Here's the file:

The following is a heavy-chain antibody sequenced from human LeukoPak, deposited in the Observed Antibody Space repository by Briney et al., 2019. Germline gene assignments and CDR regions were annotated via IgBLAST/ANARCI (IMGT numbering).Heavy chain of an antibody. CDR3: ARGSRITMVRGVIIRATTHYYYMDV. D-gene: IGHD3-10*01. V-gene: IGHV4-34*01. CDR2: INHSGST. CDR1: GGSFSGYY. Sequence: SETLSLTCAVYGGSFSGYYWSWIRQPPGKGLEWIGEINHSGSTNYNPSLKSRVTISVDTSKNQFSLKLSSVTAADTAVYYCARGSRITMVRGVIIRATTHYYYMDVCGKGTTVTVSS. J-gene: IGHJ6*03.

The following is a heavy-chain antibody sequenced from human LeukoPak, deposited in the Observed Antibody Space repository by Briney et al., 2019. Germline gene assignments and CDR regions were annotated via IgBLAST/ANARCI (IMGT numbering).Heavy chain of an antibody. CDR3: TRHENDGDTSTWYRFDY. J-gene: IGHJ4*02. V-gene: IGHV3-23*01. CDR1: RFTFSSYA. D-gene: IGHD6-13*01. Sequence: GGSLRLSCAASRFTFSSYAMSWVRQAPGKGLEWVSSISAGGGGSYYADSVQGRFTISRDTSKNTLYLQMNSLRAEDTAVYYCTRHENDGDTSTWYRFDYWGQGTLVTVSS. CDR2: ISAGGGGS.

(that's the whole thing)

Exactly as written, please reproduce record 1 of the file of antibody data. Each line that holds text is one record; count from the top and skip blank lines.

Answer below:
The following is a heavy-chain antibody sequenced from human LeukoPak, deposited in the Observed Antibody Space repository by Briney et al., 2019. Germline gene assignments and CDR regions were annotated via IgBLAST/ANARCI (IMGT numbering).Heavy chain of an antibody. CDR3: ARGSRITMVRGVIIRATTHYYYMDV. D-gene: IGHD3-10*01. V-gene: IGHV4-34*01. CDR2: INHSGST. CDR1: GGSFSGYY. Sequence: SETLSLTCAVYGGSFSGYYWSWIRQPPGKGLEWIGEINHSGSTNYNPSLKSRVTISVDTSKNQFSLKLSSVTAADTAVYYCARGSRITMVRGVIIRATTHYYYMDVCGKGTTVTVSS. J-gene: IGHJ6*03.